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In the fourth chapter of the First Epistle General of John, there is a verse that reads (in modern translation): He who does not love does not know God, for God is love.
A simple, straightforward phrase, which captures the very essence of Christianity. The last three words, God is love, have become part of our religious register. We take them for granted, yet for logicians they harbour an oxymoron. How can an almighty power rule with love? Power in itself has nothing to do with love. They are, by definition, contradictory notions. When we say that one has power over others, this implies physical superiority and material might.
How can one reconcile love with power? Furthermore, atheists and sceptics would add that the fear of God has not deterred the religious wars that ravaged Europe after the Reformation. The Spanish conquistadors committed crimes of genocidal scale in Central and South America, wiping out the Aztec and the Inca empires. The Inquisition sent thousands of so-called heretics to the pyre after summary trials and excruciating torture. The African slave trade was perpetrated by Christian slave masters. Every period in history bears a heavy cross, right down to the twentieth century with its stigma of the Holocaust and its six million dead. Thinking over these abysmal acts of man against man, brings to mind the words of the Psalmist “Those who hate me without cause outnumber the hairs of my head; many are those who would destroy me ― my enemies for no reason.” (Psalm 69:4)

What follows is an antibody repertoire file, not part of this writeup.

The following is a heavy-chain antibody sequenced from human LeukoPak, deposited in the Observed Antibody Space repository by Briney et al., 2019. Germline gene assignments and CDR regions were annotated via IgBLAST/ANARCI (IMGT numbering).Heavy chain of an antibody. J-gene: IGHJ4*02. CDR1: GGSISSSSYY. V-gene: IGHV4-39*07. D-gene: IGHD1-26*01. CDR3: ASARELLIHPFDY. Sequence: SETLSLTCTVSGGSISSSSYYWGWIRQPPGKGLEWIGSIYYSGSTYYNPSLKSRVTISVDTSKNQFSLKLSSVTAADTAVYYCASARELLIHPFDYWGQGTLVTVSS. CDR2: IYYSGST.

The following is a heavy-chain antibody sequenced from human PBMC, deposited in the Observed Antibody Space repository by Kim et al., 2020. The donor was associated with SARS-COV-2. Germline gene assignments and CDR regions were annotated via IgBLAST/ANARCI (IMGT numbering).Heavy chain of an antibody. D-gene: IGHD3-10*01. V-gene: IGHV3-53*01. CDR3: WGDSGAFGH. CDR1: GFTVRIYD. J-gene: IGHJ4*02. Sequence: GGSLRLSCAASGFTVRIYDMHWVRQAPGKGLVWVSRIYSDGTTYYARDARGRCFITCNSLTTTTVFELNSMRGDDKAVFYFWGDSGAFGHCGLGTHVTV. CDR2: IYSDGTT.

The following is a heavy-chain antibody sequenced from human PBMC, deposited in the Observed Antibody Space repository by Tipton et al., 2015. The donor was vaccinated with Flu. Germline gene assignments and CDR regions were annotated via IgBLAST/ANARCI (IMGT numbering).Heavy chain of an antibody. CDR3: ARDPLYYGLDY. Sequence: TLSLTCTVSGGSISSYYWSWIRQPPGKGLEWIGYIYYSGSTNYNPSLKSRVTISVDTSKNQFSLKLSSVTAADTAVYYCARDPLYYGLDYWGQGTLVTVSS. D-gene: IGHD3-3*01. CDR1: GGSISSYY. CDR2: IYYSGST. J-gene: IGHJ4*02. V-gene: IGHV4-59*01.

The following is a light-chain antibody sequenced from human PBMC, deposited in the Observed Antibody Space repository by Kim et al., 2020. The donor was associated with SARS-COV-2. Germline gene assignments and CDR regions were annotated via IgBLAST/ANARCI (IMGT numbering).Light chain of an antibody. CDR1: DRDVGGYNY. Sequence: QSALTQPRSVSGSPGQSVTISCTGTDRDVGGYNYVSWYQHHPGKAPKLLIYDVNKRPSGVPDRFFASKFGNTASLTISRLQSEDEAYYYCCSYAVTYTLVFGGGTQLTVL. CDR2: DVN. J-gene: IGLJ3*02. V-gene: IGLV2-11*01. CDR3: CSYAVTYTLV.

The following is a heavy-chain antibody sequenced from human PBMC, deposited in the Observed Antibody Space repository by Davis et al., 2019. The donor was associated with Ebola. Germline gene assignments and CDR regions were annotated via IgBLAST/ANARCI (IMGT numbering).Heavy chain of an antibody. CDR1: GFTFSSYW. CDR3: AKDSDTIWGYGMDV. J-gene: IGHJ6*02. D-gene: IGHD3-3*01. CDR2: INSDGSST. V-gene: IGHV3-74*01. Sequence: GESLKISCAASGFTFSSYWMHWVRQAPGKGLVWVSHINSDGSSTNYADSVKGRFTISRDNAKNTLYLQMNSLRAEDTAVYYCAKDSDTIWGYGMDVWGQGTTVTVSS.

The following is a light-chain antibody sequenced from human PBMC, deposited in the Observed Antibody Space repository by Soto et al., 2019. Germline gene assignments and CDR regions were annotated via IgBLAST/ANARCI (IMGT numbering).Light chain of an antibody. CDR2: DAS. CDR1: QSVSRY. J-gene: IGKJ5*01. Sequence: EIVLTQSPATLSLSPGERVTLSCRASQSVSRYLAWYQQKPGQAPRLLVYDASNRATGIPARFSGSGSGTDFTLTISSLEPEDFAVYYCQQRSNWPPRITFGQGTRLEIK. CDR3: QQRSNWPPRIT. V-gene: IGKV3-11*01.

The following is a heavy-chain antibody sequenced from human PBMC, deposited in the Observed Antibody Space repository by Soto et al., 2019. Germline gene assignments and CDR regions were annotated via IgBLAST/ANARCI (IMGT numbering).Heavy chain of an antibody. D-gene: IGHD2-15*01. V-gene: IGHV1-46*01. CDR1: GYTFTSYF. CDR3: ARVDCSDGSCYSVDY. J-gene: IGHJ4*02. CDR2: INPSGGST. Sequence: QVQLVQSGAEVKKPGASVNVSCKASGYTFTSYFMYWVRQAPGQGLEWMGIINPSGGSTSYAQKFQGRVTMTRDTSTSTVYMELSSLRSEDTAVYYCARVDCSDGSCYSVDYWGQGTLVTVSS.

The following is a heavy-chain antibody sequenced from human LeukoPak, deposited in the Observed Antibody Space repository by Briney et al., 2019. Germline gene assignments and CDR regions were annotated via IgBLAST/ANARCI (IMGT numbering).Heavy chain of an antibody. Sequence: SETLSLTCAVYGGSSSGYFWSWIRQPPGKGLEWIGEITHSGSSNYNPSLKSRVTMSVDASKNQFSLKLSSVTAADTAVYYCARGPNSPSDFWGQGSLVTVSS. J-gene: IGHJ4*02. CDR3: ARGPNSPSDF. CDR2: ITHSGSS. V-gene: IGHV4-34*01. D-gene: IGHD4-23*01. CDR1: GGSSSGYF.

When Carl Gustav Jung says that none of us stands outside humanity’s black collective shadow, what he means is that we are all guilty for what happens to our fellow men ― a guilt that we ought to bear more on an individual than on a collective level. We are all to blame for letting evil things happen around us, for not protesting in time. During Aktion T4, Hitler’s odious euthanasia program from 1939 to 1941, some 70,000 mentally and physically handicapped Germans were murdered before Bishop von Galen found out, bravely intervened, and put an end to the executions.
Three years later, Swedish diplomat Raoul Wallenberg risked life and limb in order to save tens of thousands of Jews in Nazi-held Budapest. He took initiative against all protocol rather than duck behind his diplomatic immunity. Hungarian survivors remember him as a soft-spoken humble man who did not promise but acted.
“Love is the strongest force the world possesses and yet it is the humblest imaginable” says Mahatma Gandhi, a non-Christian martyr, in his lifelong struggle for peace. “Peace on earth and good will toward men” advocates the Evangelist. Out of an infinite love for man, God wants to live in every heart. We want Him there when things take a downward turn and affliction hits those we care for. For God is Love.
The shortest prayer offers the deepest solace.
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